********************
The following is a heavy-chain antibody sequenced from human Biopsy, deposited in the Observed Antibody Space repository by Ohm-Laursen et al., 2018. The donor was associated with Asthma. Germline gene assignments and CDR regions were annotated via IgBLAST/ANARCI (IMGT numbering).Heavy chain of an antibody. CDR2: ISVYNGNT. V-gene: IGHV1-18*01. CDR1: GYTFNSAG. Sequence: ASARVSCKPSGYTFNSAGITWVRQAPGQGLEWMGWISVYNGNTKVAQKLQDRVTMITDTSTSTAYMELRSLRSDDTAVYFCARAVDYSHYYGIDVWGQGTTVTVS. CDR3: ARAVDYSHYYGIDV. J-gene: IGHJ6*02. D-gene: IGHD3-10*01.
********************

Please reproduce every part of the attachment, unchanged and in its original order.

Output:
The following is a heavy-chain antibody sequenced from human Biopsy, deposited in the Observed Antibody Space repository by Ohm-Laursen et al., 2018. The donor was associated with Asthma. Germline gene assignments and CDR regions were annotated via IgBLAST/ANARCI (IMGT numbering).Heavy chain of an antibody. CDR2: ISVYNGNT. V-gene: IGHV1-18*01. CDR1: GYTFNSAG. Sequence: ASARVSCKPSGYTFNSAGITWVRQAPGQGLEWMGWISVYNGNTKVAQKLQDRVTMITDTSTSTAYMELRSLRSDDTAVYFCARAVDYSHYYGIDVWGQGTTVTVS. CDR3: ARAVDYSHYYGIDV. J-gene: IGHJ6*02. D-gene: IGHD3-10*01.